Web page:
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Journal of Environmental Quality Abstract -

Antibiotic Uptake by Plants from Soil Fertilized with Animal Manure


This article in JEQ

  1. Vol. 34 No. 6, p. 2082-2085
    Received: Jan 24, 2005

    * Corresponding author(s): kkumar@umn.edu
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  1. K. Kumar *a,
  2. S. C. Guptaa,
  3. S. K. Baidoob,
  4. Y. Chandera and
  5. C. J. Rosena
  1. a Department of Soil, Water, and Climate, University of Minnesota, St. Paul, MN 55108
    b Department of Animal Science and Southern Research and Outreach Center, University of Minnesota, St. Paul, MN 55108


Antibiotics are commonly added to animal feed as supplements to promote growth of food animals. However, absorption of antibiotics in the animal gut is not complete and as a result substantial amounts of antibiotics are excreted in urine and feces that end up in manure. Manure is used worldwide not only as a source of plant nutrients but also as a source of organic matter to improve soil quality especially in organic and sustainable agriculture. Greenhouse studies were conducted to determine whether or not plants grown in manure-applied soil absorb antibiotics present in manure. The test crops were corn (Zea mays L.), green onion (Allium cepa L.), and cabbage (Brassica oleracea L. Capitata group). All three crops absorbed chlortetracycline but not tylosin. The concentrations of chlortetracycline in plant tissues were small (2–17 ng g−1 fresh weight), but these concentrations increased with increasing amount of antibiotics present in the manure. This study points out the potential human health risks associated with consumption of fresh vegetables grown in soil amended with antibiotic laden manures. The risks may be higher for people who are allergic to antibiotics and there is also the possibility of enhanced antimicrobial resistance as a result of human consumption of these vegetables.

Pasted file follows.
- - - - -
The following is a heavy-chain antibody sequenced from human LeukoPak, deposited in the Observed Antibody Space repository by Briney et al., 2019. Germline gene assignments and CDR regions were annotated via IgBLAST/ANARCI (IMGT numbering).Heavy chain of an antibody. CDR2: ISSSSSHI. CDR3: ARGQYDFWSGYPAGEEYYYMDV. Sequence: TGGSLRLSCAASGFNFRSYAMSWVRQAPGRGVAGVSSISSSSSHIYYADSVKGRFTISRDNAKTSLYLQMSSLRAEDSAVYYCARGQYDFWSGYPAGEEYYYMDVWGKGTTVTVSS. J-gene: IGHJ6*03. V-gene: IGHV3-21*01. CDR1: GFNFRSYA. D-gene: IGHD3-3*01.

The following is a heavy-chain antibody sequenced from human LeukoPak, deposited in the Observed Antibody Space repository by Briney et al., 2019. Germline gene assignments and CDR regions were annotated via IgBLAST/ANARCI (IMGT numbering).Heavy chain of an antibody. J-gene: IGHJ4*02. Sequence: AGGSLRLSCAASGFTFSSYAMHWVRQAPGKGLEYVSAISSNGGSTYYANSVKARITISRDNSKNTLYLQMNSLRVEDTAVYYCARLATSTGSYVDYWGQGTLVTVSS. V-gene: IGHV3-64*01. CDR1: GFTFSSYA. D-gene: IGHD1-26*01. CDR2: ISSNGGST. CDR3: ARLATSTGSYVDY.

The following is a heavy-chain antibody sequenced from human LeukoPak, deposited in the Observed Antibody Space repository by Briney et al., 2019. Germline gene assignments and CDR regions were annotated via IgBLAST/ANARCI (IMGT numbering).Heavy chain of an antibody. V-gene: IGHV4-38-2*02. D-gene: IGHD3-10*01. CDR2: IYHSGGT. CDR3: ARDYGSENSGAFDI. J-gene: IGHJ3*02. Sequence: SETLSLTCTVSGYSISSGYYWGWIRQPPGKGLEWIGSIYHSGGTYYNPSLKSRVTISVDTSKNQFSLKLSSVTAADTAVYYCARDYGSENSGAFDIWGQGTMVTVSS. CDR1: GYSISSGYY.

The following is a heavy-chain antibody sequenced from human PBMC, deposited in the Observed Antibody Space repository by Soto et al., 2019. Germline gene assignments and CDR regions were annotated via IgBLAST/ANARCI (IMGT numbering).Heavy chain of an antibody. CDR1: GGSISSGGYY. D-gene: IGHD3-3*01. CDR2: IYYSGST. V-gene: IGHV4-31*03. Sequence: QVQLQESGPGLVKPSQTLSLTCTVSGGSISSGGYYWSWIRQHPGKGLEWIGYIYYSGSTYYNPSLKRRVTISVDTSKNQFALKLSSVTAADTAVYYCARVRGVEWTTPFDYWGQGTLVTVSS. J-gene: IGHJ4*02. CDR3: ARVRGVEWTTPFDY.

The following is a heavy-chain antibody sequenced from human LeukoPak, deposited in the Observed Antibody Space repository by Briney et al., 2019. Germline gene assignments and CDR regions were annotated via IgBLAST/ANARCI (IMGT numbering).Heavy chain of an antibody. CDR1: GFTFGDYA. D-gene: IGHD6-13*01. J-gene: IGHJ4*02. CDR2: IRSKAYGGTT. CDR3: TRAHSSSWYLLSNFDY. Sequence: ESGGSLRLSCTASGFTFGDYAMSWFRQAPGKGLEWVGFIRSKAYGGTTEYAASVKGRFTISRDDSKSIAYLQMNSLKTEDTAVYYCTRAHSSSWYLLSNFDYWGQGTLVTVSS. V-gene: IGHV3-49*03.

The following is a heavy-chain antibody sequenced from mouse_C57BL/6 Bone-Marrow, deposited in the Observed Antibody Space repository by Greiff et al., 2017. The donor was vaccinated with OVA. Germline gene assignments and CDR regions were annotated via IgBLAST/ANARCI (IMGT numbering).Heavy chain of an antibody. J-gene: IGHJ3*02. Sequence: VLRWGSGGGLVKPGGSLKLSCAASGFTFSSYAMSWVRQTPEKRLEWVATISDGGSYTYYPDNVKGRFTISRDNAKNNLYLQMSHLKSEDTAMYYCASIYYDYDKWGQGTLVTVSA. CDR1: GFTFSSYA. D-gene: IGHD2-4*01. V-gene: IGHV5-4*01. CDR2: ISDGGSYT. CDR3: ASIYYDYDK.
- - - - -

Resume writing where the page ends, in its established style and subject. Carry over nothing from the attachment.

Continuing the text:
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Copyright © 2005. American Society of Agronomy, Crop Science Society of America, Soil Science SocietyASA, CSSA, SSSA